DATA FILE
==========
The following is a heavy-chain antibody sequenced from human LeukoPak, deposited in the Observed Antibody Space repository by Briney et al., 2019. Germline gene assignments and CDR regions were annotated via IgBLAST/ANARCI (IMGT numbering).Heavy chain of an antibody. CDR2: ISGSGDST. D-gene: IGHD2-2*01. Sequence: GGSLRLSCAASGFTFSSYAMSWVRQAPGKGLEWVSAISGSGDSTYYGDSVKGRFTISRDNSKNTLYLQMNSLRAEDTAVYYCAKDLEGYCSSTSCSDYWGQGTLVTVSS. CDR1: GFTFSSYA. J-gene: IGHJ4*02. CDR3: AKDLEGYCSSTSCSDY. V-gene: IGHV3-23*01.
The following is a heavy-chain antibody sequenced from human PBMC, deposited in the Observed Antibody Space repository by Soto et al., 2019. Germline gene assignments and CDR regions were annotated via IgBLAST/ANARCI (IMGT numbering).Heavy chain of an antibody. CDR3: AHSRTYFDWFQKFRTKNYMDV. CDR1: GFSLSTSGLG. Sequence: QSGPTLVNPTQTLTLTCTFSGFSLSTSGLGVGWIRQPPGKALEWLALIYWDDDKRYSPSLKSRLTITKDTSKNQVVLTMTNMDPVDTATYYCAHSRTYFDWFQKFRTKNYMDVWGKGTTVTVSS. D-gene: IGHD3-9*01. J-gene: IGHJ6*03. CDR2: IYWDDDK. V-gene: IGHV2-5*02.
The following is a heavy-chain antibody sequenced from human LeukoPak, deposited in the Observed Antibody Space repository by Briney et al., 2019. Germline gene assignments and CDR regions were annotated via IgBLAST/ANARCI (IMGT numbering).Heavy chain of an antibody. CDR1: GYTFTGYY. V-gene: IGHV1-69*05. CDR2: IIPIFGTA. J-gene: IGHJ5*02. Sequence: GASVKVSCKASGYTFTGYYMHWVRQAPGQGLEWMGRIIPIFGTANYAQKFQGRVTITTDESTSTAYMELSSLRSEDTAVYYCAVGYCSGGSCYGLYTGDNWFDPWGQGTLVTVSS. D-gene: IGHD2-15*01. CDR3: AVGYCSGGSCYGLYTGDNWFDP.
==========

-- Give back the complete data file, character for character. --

The following is a heavy-chain antibody sequenced from human LeukoPak, deposited in the Observed Antibody Space repository by Briney et al., 2019. Germline gene assignments and CDR regions were annotated via IgBLAST/ANARCI (IMGT numbering).Heavy chain of an antibody. CDR2: ISGSGDST. D-gene: IGHD2-2*01. Sequence: GGSLRLSCAASGFTFSSYAMSWVRQAPGKGLEWVSAISGSGDSTYYGDSVKGRFTISRDNSKNTLYLQMNSLRAEDTAVYYCAKDLEGYCSSTSCSDYWGQGTLVTVSS. CDR1: GFTFSSYA. J-gene: IGHJ4*02. CDR3: AKDLEGYCSSTSCSDY. V-gene: IGHV3-23*01.
The following is a heavy-chain antibody sequenced from human PBMC, deposited in the Observed Antibody Space repository by Soto et al., 2019. Germline gene assignments and CDR regions were annotated via IgBLAST/ANARCI (IMGT numbering).Heavy chain of an antibody. CDR3: AHSRTYFDWFQKFRTKNYMDV. CDR1: GFSLSTSGLG. Sequence: QSGPTLVNPTQTLTLTCTFSGFSLSTSGLGVGWIRQPPGKALEWLALIYWDDDKRYSPSLKSRLTITKDTSKNQVVLTMTNMDPVDTATYYCAHSRTYFDWFQKFRTKNYMDVWGKGTTVTVSS. D-gene: IGHD3-9*01. J-gene: IGHJ6*03. CDR2: IYWDDDK. V-gene: IGHV2-5*02.
The following is a heavy-chain antibody sequenced from human LeukoPak, deposited in the Observed Antibody Space repository by Briney et al., 2019. Germline gene assignments and CDR regions were annotated via IgBLAST/ANARCI (IMGT numbering).Heavy chain of an antibody. CDR1: GYTFTGYY. V-gene: IGHV1-69*05. CDR2: IIPIFGTA. J-gene: IGHJ5*02. Sequence: GASVKVSCKASGYTFTGYYMHWVRQAPGQGLEWMGRIIPIFGTANYAQKFQGRVTITTDESTSTAYMELSSLRSEDTAVYYCAVGYCSGGSCYGLYTGDNWFDPWGQGTLVTVSS. D-gene: IGHD2-15*01. CDR3: AVGYCSGGSCYGLYTGDNWFDP.